My First No-Till Soil - Feedback - Advice - Please

Thread starter #1
Hello Everyone,

This is my first time and a few people have given me guidance and I have done some reading and I should have what I need for a water only garden in which I can start 7 days after mixing roughly -- here we go:

20 gallons perlite
20 gallon peat moss
10 gallons EWC
10 gallons Compost -- still need to find a good one (in Canada)

then 4 cups of each:
- organic neem / karanja
- kelp meal
- alfalfa Meal
- crab Meal

32 cups of Rock dust:
-------- 22 cups of glacier rock
--------5 cups of bentonite ------is there anything else I can replace this with - told it would clump
------- 5 cups of oyster shell

Or I could go with this blend for Rock Dust - 32 cups but more expensive:

Rock blend — Basalt, Carbontite, Oyster, Soft rock and Woolastonite $51/ 10 lbs

Please give me feedback as I want to ensure I am on the right track.
I was told to wet this and mix it and let it sit for a week and then top with 2" of EWC and good to go.

Feedback please :)
 

conradino23

Grow Journal of the Year: 2017 - Grow Journal of the Month: Sept 2017
If you have worm castings you don't need compost as THIS IS compost, so either one but not both. Kelp is unnecessary it also raise potassium too much. Otherwise I'd say you have a pretty good starting mix. Just remember that less is more with cannabis.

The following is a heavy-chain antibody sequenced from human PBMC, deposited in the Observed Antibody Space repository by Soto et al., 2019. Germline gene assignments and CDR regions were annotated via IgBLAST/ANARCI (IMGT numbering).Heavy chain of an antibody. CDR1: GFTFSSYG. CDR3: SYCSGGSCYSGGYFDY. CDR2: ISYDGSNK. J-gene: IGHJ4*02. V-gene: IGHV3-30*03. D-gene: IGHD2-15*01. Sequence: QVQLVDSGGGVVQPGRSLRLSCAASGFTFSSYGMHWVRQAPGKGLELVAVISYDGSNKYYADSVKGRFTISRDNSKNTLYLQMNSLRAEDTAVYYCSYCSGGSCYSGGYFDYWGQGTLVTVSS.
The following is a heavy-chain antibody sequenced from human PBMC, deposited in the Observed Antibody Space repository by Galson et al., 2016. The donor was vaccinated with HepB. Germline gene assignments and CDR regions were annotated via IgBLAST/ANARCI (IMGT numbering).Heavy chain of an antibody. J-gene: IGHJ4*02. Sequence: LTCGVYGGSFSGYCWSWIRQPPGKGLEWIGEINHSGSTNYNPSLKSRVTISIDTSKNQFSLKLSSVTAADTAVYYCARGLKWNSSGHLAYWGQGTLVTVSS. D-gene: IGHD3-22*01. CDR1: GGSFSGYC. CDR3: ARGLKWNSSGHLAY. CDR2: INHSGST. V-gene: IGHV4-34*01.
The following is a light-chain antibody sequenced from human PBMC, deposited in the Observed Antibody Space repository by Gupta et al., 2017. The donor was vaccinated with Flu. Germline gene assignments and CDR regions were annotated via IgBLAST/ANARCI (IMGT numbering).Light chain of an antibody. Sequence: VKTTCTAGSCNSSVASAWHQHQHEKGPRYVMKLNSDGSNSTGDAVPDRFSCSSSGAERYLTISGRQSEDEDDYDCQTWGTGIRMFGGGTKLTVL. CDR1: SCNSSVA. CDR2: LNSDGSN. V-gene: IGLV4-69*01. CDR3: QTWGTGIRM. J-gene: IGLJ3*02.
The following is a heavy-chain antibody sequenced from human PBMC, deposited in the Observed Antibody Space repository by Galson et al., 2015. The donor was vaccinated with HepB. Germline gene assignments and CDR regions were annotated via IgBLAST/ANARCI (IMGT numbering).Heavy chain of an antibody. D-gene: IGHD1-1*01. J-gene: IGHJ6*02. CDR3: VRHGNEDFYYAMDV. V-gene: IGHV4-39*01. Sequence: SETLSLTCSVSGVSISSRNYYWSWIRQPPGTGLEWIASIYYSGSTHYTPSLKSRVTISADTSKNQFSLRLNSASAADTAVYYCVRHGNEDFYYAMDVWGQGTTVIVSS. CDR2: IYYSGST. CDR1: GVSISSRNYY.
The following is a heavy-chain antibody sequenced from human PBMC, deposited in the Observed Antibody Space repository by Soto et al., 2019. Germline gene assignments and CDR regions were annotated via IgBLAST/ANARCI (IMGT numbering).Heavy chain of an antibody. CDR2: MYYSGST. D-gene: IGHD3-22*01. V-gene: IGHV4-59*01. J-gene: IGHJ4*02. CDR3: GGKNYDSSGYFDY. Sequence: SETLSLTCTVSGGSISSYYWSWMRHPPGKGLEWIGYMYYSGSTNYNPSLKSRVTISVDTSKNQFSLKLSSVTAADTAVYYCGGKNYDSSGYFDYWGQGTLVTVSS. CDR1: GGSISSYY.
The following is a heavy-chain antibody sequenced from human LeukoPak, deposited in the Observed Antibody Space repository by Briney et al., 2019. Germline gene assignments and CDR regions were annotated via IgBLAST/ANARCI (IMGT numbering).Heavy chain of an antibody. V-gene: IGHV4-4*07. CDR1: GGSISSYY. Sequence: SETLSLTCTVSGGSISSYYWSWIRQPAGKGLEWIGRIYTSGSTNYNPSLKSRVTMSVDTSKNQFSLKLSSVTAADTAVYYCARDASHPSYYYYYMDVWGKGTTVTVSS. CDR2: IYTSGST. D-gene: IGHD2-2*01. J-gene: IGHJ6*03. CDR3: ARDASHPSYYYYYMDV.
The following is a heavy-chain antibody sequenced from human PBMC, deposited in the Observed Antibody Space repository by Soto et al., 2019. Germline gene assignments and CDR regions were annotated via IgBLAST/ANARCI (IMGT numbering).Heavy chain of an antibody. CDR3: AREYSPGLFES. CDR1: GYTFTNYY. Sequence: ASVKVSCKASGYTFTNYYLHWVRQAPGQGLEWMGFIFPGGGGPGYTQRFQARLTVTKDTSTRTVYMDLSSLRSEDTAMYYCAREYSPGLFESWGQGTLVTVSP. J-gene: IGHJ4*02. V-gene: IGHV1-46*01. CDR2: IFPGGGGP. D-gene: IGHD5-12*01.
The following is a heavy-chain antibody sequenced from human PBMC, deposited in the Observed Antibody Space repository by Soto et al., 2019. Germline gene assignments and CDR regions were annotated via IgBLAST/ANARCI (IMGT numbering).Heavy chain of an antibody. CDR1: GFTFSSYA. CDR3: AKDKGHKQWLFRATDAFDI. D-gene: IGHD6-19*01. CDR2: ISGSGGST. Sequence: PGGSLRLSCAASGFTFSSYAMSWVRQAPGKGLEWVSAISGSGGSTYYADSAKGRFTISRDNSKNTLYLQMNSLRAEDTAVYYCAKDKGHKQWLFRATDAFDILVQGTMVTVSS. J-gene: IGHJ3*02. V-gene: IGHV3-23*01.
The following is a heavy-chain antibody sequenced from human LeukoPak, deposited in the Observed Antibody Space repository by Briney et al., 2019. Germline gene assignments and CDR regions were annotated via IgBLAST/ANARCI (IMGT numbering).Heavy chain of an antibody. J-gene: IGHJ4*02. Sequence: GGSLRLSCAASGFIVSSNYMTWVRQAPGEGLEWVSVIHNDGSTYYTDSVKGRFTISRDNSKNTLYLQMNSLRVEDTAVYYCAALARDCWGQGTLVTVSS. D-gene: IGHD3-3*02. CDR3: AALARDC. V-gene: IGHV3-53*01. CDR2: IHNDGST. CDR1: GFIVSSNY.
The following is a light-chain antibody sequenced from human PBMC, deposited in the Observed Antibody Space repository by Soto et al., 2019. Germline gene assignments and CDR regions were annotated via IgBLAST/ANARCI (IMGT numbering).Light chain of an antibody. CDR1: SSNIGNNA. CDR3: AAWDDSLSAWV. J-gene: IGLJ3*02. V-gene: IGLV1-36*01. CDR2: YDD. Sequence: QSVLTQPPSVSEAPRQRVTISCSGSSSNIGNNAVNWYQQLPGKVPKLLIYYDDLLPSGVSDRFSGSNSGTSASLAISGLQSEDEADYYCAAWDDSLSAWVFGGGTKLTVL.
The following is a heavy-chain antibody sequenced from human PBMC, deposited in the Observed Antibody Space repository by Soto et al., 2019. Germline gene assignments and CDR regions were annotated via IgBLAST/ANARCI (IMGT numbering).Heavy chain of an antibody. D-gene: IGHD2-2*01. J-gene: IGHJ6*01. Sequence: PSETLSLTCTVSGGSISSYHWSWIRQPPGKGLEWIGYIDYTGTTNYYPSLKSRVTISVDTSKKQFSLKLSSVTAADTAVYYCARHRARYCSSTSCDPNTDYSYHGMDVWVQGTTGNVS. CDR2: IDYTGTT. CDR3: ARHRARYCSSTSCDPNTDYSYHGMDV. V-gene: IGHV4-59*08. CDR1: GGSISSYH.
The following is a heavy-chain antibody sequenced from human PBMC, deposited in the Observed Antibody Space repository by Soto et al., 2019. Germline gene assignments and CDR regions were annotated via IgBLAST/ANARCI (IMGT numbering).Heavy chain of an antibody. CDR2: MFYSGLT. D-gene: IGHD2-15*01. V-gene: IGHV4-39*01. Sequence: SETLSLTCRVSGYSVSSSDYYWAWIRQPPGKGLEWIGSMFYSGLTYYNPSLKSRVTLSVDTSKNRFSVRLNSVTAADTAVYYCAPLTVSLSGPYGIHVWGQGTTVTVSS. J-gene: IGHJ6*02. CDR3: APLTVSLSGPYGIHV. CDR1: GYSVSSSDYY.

bobrown14

Grow Journal of the Month: Dec 2017
I like the recipe... it's Coots style pretty much 100% and what I use to grow.

Conradino, regarding kelp meal and P. There's nothing else in that mix that has much P in it at all so I use the kelp meal. It's got a lot of micro nutrients along with Cytokinins, Indoles, Hormones, Auxins, Gibberellins and Alginic Acid.

There's a particular Kelp we like to use called Ascophyllum nodosom. Its native to the east cost USA and is harvested specifically for organic farming.

Ascophyllum nodosom is also harvested in the EU - England and the countries in the North Sea areas... it grows in cold water.

Anytime I have a plant that looks a little "off" I make a tea with EWC and kelp meal ... top water in and usually problem solved in a few days.
 
I have one plant growing in a very similar soil. It loves it.

The bentonite could be replaced with quality biochar like Black Owl if you're looking for alternatives. I assume the reason you are adding bentonite is to increase CEC? But you would need to either buy activated biochar or activate it yourself with fish emulsion or compost tea

I would replace the perlite with pumice or maybe half and half. The advantages of pumice are increased CEC and more water holding capacity. My personal reason for choosing pumice is that I hate how perlite always floats to the top of the soil.